Since 2014, the country has been locked in a political crisis that has opened the door not just to the strengthening of the militias, but the rise of several rival governments and almost a bankrupting of this country that is oil rich. And it's - the - what's happening now in Libya, these airstrikes, really shows the stakes of what occurs in Libya not just for North Africa, but for the international community at large.

MONTAGNE: Right, because it ended up being - or has ended up being a place of great chaos, which is exactly - which is a beautiful environment for a group like the Islamic State.

RYAN: Exactly, and the Islamic State branch in Libya is described by American intelligence officials as the strongest outside of Iraq and Syria. What Islamic State leaders in Iraq and Syria did was send some of their high-ranking envoys to Libya in 2014 and 2015 to set up an affiliate in this country that, as you say, was a perfect breeding ground because of the lawlessness, because of the division of territory between different rival regimes.

And that really has produced this great threat that prompted the American action at a time when, you know, there are some risks facing American action in Libya right now, not just because of the potential for, you know, being pulled into a conflict that could get much more complicated. But the United States right now is backing a unity government that is - that remains disputed, that has not received the full backing of Libyans. And that has the potential to fan the political divisions even further.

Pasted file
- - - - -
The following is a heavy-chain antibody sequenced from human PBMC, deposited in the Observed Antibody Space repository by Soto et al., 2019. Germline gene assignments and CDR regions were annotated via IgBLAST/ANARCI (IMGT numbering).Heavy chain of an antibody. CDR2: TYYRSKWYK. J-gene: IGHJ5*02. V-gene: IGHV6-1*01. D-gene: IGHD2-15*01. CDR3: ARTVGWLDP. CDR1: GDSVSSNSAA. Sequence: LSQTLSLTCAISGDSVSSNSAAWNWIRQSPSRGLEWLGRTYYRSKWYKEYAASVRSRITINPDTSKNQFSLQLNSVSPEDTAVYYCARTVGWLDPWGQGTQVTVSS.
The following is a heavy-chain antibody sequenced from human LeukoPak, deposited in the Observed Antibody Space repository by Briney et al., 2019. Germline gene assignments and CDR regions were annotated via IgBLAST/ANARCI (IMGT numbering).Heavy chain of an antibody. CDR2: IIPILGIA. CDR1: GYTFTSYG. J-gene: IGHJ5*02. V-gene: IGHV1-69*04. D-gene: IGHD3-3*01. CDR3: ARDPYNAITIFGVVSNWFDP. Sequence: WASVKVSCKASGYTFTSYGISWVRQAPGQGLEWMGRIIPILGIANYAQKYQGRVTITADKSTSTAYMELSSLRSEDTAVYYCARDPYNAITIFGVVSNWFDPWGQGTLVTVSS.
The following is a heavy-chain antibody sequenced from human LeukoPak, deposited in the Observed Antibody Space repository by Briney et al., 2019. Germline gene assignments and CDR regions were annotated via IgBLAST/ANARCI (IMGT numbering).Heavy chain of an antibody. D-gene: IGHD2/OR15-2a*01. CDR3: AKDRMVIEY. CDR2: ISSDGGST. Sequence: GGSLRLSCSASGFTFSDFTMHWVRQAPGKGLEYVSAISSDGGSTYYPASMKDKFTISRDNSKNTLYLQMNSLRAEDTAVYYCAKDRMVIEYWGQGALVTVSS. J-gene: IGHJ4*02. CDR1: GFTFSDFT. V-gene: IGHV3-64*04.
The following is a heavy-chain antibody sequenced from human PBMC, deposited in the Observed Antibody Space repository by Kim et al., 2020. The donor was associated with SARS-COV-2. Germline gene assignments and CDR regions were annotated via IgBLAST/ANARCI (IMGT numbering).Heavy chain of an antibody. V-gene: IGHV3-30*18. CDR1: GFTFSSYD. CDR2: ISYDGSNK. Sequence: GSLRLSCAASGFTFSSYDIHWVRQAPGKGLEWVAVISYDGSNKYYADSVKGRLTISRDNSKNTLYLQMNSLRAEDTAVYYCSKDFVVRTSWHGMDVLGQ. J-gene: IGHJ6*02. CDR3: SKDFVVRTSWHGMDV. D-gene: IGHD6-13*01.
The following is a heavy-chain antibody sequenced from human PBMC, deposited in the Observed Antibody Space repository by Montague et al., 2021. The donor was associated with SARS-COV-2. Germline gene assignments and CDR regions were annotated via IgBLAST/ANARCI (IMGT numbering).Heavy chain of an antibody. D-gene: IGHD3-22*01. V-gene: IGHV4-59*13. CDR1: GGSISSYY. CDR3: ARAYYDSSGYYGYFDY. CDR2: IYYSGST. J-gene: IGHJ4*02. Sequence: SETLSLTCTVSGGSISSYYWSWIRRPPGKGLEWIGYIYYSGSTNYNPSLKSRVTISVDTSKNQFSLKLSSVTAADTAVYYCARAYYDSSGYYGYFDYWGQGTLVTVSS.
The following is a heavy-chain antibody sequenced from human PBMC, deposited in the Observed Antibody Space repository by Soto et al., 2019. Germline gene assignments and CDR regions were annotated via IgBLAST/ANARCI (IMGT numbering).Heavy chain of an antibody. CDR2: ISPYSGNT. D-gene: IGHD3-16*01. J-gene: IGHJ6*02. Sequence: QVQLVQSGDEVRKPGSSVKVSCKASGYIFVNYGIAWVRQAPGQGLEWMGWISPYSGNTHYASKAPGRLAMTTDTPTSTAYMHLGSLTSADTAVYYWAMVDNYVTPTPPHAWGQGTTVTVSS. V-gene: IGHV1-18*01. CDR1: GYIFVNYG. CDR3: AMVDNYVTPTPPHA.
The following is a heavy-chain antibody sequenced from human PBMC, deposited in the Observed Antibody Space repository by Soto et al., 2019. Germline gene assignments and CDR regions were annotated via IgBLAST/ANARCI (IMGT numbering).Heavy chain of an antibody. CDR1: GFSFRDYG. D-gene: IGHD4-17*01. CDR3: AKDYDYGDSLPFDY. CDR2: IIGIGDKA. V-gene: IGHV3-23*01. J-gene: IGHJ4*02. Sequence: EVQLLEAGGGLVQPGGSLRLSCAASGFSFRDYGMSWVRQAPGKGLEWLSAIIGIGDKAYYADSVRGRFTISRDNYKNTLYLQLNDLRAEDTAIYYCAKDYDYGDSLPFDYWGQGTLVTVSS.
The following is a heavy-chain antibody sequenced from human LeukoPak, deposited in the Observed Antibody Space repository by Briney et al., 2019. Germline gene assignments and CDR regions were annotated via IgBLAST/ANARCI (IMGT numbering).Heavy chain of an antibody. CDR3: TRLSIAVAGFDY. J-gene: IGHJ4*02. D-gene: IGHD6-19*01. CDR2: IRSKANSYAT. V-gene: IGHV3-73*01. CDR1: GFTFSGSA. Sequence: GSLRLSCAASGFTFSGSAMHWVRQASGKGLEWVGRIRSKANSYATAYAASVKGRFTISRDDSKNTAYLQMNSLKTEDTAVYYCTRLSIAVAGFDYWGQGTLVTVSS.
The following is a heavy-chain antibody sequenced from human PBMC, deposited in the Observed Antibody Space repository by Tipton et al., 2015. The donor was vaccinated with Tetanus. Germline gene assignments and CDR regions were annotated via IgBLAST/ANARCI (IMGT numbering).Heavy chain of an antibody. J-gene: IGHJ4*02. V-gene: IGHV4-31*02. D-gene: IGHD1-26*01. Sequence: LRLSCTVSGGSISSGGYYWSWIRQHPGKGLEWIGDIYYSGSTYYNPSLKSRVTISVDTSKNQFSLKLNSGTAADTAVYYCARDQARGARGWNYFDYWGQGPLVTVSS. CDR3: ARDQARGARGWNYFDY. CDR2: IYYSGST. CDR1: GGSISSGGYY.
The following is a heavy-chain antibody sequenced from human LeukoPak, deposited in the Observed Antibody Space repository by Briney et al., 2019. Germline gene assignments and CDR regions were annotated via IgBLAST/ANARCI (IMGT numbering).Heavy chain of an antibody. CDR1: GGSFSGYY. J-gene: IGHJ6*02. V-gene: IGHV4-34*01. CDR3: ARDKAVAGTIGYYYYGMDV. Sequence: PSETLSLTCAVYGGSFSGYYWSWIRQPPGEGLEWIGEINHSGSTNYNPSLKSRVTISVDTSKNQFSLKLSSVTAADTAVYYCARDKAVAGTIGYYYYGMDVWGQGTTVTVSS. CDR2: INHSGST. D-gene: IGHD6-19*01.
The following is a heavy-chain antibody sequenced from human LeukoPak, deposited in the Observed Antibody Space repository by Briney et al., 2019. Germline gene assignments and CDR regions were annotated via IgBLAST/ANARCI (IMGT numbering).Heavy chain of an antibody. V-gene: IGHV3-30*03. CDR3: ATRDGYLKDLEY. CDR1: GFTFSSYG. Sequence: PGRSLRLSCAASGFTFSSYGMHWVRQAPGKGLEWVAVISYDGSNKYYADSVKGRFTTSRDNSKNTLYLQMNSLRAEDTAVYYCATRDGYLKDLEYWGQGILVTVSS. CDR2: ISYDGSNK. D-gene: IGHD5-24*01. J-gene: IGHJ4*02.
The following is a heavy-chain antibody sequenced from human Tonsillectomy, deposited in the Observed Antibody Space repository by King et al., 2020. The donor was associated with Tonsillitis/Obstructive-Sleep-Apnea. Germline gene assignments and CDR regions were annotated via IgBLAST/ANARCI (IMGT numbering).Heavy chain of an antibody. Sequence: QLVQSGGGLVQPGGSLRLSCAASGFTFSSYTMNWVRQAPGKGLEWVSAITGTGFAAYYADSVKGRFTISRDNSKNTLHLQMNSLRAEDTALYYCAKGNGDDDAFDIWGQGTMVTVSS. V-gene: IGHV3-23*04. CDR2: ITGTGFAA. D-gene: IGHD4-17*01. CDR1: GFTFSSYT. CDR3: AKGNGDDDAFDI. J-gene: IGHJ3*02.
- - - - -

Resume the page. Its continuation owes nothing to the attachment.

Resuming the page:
MONTAGNE: Right, I mean, there's a split - there's actually two - at one level there's two governments.

RYAN: Yep, there are multiple governments. And the Western-backed unity government has not received the full backing of a parallel legislate - legislature that's in eastern Libya, and that's the source of ongoing tensions within the country.

MONTAGNE: Right, and now - the Western one is backed by the U.S. or the West, as well.

RYAN: That's right.

MONTAGNE: Let me just ask quickly, the Pentagon spokesman said there is no endpoint for this campaign. Those are not words that will be music to Americans' ears.

RYAN: Maybe not, but I think that the Pentagon is acting because there's been a lot of concern within the military about the potential for further foreign attacks to be external attacks to be planned from Libya - Libyan soil in Europe or elsewhere in the West. And I think that what no one wants to see is a repeat of the situation in Syria, where the lawlessness allowed the Islamic State to thrive, to gain resources, to attract foreign fighters.

And I think the idea is that by backing these Libyan forces who had taken the initiative, after some period of time, to fight the Islamic State that there's a chance to sort of stamp out this threat where - when it's at a relatively small level in Libya.

MONTAGNE: All right, well, thanks very much.

RYAN: Thank you.

MONTAGNE: Missy Ryan is Pentagon correspondent for The Washington Post. Transcript provided by NPR, Copyright NPR.